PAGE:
But using a reflector does not imply you have the technology for a two-stage bomb. · 2 hours ago

    Edited 2 hours ago

    Thanks. I’ll take a look at all of the above. The perils of haste!

    • #23
  24. Profile Photo Inactive
    @AnneRPierce
    David Williamson: The Supreme Leader (the Iranian one, that is) has said that Haifa and Tel Aviv will be destroyed if Iran is attacked, so maybe we are already past the point of no return?

    As Michael Ledeen has been pointing out for years, the only real option is to encourage Regime Change in Iran. That ain’t gonna happen without Regime Change in the US, and the electorate has just said no to that. · 2 hours ago

    Michael Ledeen is one of the few who recognizes that regime type and regime behavior are invariably connected.  We have an administration that tries to ignore ideology and ideas for the sake of a one-world order, but the twentieth century is the story of fanatical regimes pursuing their murderous ends fanatically.

    • #24
  25. Profile Photo Inactive
    @AnneRPierce
    Frozen Chosen: I would put the chances of Israel launching an attack on Iran in the next 3 years at 80-90%.  There is no way they can let Iran get the bomb.

    Will they be successful?  Who knows?  But they will surely try.

    No way Obama and his team of pro-Palestinian guys like Kerry and Hagel will attack Iran.

    One more chilling question – will an Israeli attack be the start of Armageddon? · 28 minutes ago

    Given that the whole world is against Israel already, what do you see as the costs to Israel in such a move?  What are the cost to benefits calculations in Israel right now? I know it’s a matter of survival, but how can they survive with any more isolation/animosity than is already coming their way?

    • #25
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    @Zafar

    Well sure, everybody has a reason for what they do as well as a justification.  

    Nick Stuart

    If there hadn’t been a Pearl Harbor, there wouldn’t have been a Hiroshima or Nagasaki. The Japanese had it coming, I suspect the Chinese and Koreans would agree.Appallingly ignorant BS.

    Horrible as it was, it pales in comparison with the fire-bombing of Tokyo (and Dresden, and Hamburg); and was the fastest, most humane way to end the war.

    While winning and minimising Allied losses.  Yes.

    Completely understandable – these are choices I would probably make too – but I’m not sure that it’s a decision that occupies the moral high ground wrt killing civilians and resulting ‘rights’ to certain weapons and technology.

    • #26
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    @Zafar

    No, it’s fine : – )

    Frozen Chosen

    Zafar, I see that you and our president share the same worldview.

    Must be hard to live in a world without good guys… · 42 minutes ago

    In the long run I think it beats living in a fantasy.

    • #27
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    @Zafar

    *Most* of the world – the US, Canada, Europe, Russia, India, China – is just fine with Israel right now.  If you look at things like diplomatic relations and trade.

    Anne R. Pierce

    Given that the whole world is against Israel already, what do you see as the costs to Israel in such a move?  What are the cost to benefits calculations in Israel right now? I know it’s a matter of survival, but how can they survive with any more isolation/animosity than is already coming there way? · 13 minutes ago

    That’s a lot of tacit acceptance and support to jeopardise by bombing a country that will rant and rave but will realistically never bomb you unless pushed to the absolute brink.

    (When did Saddam send missiles against Israel?  When he was rubbing along okay with the Western powers, or when he was made a pariah?)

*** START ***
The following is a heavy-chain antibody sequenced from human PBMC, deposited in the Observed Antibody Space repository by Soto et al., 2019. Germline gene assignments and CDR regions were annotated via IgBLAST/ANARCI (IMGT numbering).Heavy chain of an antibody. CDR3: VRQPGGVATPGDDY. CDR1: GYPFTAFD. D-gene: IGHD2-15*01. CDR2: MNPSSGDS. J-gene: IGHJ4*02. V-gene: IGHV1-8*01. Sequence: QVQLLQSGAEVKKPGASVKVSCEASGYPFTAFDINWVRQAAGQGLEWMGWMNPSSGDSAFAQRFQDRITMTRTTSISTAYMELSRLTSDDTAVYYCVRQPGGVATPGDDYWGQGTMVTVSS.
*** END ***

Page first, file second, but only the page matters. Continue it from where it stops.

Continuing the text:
• #28
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    @AnneRPierce
    Zafar: *Most* of the world – the US, Canada, Europe, Russia, India, China – is just fine with Israel right now.  If you look at things like diplomatic relations and trade.

    That’s a lot of tacit acceptance and support to jeopardise by bombing a country that will rant and rave but will realistically never bomb you unless pushed to the absolute brink.

    (When did Saddam send missiles against Israel?  When he was rubbing along okay with the Western powers, or when he was made a pariah?) · 6 minutes ago

    Zafar, I cannot agree with you that Saddam was a “rational actor” as today’s academics like to say when they excuse murderous tyrants by claiming they were merely rationally responding to some western insult or another.  Saddam had some of the world’s worst torture chambers – ever, and used them prolifically. He used chemical weapons on the Kurds.  He shot his own soldiers in the back when they returned from the hopeless war against Iran. He tried to have the first President Bush assassinated. He invaded Kuwait with the goal of conquest and domination.

    • #29
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    @AnneRPierce

    I don’t agree with the rational actor theory of politics, when it comes to Saddam or to other extremists. Let’s not assume the world is a Platonic republic where reason reigns, nor that we’re in a Mills sort of world where everyone acts according to their happiness or interest.

    The twentieth century constituted  “the eclipse of reason” and the rise of irrational, extremist ideologies, which got an irrational hold on the “masses” through propaganda and charismatic, demagogic leaders.  Hitler made shrewd calculations about how to consolidate power, yes, but, he also got away with fanaticism and recklessness because the western world initially gave him the benefit of the doubt. The thought of Hitler facing a clearly lost war, holed up in his bunker, ordering eleven year olds to the battlefield and ordering anyone who didn’t continue to fight shot is not one of a rational actor.

    Saddam was reckless and ruthless, even though he too made shrewd calculations. Many of his decisions were irrational even by a personal gain standard.

    The Iranian mullahs and their henchmen are not “rational actors. They are unpredictable and fanatical.  They are also apocalyptic, as are suicide-terrorists.